Meet The Team

Discussion in 'Lighting Tutorials' started by MichaelSewell, Feb 17, 2016.

  1. MichaelSewell

    MichaelSewell Mu-43 All-Pro Subscribing Member

    Sep 1, 2015
    Burnley, UK
    Michael A. Sewell
    BNI_10Mins_040 copy.

    This was part of a series of teamshots for a BMW Mini dealership.

    With the BMW teams, all headshots had to be on white, and the group or teamshots had to be “corporate or business like”, where as, due to the perceived nature of the Mini being fun, the teamshots had more scope.

    The interior of the Mini showroom had an interesting chevron pattern on the wall, with the majority of the décor being black. I wanted to make use of the chevron in the background, but also create a little more atmosphere to the image.

    I used two Godox Witstro 180Ws behind the group, firing through standard reflectors fitted with a red gel, and at waist height with a bias towards the ground. This helped to create the red glow on the lower part of the wall, which faded to black at the top, but also reflected nicely on the dark glossy floor. Output on both was set to 1/8th

    Frame right, and against the wall, was a Witstro 360Ws at 1/8th firing through a gridded Beauty Dish. It was raised as high as the ceiling would allow, and aimed diagonally across the group towards the lower left corner of the frame, providing the accent light to the figures on the right of the frame.

    A second Witstro 360Ws was placed as far into the corner as possible, frame left, and up against the wall. This was also raised as high as possible, and fired through another gridded Beauty Dish, aiming downward towards the lower right corner of the frame. This provided the accent light for those on the left of the group. Again, the output was set to 1/8th

    The main, or key light, was just to my left. Another Witstro 360Ws, firing through a 80x80cm folding softbox, raised to just above head height, and firing at ¼ output.

    There wasn't a brief for this image as such, but the site manager wanted something “interesting” for the “Meet the team!” section of the website. The image was used there, and also enlarged to be used for a 9'x6' billboard on the side of the dealership, which had originally been planned for a text sales slogan.

    1/200th sec ISO800 f7.1
    Last edited by a moderator: Aug 23, 2016
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  2. heli-mech

    heli-mech Mu-43 All-Pro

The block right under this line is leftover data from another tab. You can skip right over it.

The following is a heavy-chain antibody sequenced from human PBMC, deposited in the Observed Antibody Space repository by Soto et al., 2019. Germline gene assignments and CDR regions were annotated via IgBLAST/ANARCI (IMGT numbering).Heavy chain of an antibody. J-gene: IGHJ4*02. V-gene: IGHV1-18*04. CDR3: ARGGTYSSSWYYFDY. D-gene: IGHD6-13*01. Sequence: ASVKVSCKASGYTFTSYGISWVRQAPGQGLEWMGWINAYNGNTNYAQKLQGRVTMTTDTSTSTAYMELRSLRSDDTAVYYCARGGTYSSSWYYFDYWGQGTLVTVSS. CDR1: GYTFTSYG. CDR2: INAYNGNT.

Mar 9, 2012
    Vancouver Island, Canada
    Thanks one question coming from someone who had never used "lights", why ISO800 when you still had lots of power left in the lights? Would the effect have been different if you had to ramp up the lights to shoot at ISO200?
  3. Not sure about the specifics of this shot but generally 1/4 is actually pretty high - full power takes longer to recycle and will run hot, it's kind of a last resort. You also might need to raise the ISO if you need more of the ambient to come through without slowing down the shutter speed too much (to avoid ghosting if people move).
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  4. MichaelSewell

    MichaelSewell Mu-43 All-Pro Subscribing Member

    Sep 1, 2015
    Burnley, UK
    Michael A. Sewell
    There were a couple of reasons for the use of ISO800.
    The primary reason was recycle time. Shooting larger groups increases the blink factor, particularly with work colleagues, who seem to lark about a bit more than social gatherings such as weddings. To combat this, I try to keep the power levels a little lower on the heads, so I can shoot as I see the opportunity, or fire fairly rapidly.
    As it was, the site manager wanted a "Reservoir Dogs" kind of feeling to the image, so told everyone to look a little mean. Of course, there was an immediate epidemic of grins and laughter!
    This was the one frame that had most of them looking serious, except for the chap at the back. Two of the other guys needed eye swaps due to persistent blinking.

    The second reason, wasn't really a reason to choose ISO800, but more of a reason to allow the use of it. This image was never part of the brief for the client, but was more of a complimentary/throw away image for the site manager, who wanted a print of 6"x9" or 8"x12" etc for his desk or office wall. It was never intended to be used as a billboard image of 9' x 6'
    Luckily, the decision to use this image on the side of the building, facing a very busy main road, was down to the head office of the dealership group after the general manager sent it to them. The two girls gave their manager a great deal of grief for a good month or so :) 
  5. MichaelSewell

    MichaelSewell Mu-43 All-Pro Subscribing Member

    Sep 1, 2015
    Burnley, UK
    Michael A. Sewell
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